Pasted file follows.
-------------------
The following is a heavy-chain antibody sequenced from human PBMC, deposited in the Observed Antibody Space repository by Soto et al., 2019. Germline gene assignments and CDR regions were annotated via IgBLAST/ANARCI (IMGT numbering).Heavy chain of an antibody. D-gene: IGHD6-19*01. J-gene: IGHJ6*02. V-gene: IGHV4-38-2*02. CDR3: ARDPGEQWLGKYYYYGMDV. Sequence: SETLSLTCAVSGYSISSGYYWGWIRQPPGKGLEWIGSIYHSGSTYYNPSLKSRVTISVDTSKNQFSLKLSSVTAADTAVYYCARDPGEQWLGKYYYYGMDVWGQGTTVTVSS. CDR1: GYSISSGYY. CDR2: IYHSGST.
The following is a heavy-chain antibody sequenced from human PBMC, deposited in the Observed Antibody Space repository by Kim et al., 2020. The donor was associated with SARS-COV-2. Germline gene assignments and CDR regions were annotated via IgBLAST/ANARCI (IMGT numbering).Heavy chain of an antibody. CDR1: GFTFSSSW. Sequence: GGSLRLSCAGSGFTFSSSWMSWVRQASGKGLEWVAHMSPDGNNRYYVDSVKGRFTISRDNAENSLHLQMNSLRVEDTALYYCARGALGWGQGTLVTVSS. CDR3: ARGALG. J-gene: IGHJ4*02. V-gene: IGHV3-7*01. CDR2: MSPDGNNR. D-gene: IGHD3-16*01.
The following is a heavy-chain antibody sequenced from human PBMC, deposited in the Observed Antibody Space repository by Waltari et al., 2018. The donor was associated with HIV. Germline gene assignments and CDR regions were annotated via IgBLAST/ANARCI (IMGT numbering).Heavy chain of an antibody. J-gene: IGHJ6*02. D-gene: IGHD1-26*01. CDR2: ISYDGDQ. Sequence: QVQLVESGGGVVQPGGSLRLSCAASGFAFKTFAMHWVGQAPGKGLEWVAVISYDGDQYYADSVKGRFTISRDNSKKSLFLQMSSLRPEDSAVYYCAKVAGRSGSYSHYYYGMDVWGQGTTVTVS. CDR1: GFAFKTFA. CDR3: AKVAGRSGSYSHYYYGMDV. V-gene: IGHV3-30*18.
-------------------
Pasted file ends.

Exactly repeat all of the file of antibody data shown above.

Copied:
The following is a heavy-chain antibody sequenced from human PBMC, deposited in the Observed Antibody Space repository by Soto et al., 2019. Germline gene assignments and CDR regions were annotated via IgBLAST/ANARCI (IMGT numbering).Heavy chain of an antibody. D-gene: IGHD6-19*01. J-gene: IGHJ6*02. V-gene: IGHV4-38-2*02. CDR3: ARDPGEQWLGKYYYYGMDV. Sequence: SETLSLTCAVSGYSISSGYYWGWIRQPPGKGLEWIGSIYHSGSTYYNPSLKSRVTISVDTSKNQFSLKLSSVTAADTAVYYCARDPGEQWLGKYYYYGMDVWGQGTTVTVSS. CDR1: GYSISSGYY. CDR2: IYHSGST.
The following is a heavy-chain antibody sequenced from human PBMC, deposited in the Observed Antibody Space repository by Kim et al., 2020. The donor was associated with SARS-COV-2. Germline gene assignments and CDR regions were annotated via IgBLAST/ANARCI (IMGT numbering).Heavy chain of an antibody. CDR1: GFTFSSSW. Sequence: GGSLRLSCAGSGFTFSSSWMSWVRQASGKGLEWVAHMSPDGNNRYYVDSVKGRFTISRDNAENSLHLQMNSLRVEDTALYYCARGALGWGQGTLVTVSS. CDR3: ARGALG. J-gene: IGHJ4*02. V-gene: IGHV3-7*01. CDR2: MSPDGNNR. D-gene: IGHD3-16*01.
The following is a heavy-chain antibody sequenced from human PBMC, deposited in the Observed Antibody Space repository by Waltari et al., 2018. The donor was associated with HIV. Germline gene assignments and CDR regions were annotated via IgBLAST/ANARCI (IMGT numbering).Heavy chain of an antibody. J-gene: IGHJ6*02. D-gene: IGHD1-26*01. CDR2: ISYDGDQ. Sequence: QVQLVESGGGVVQPGGSLRLSCAASGFAFKTFAMHWVGQAPGKGLEWVAVISYDGDQYYADSVKGRFTISRDNSKKSLFLQMSSLRPEDSAVYYCAKVAGRSGSYSHYYYGMDVWGQGTTVTVS. CDR1: GFAFKTFA. CDR3: AKVAGRSGSYSHYYYGMDV. V-gene: IGHV3-30*18.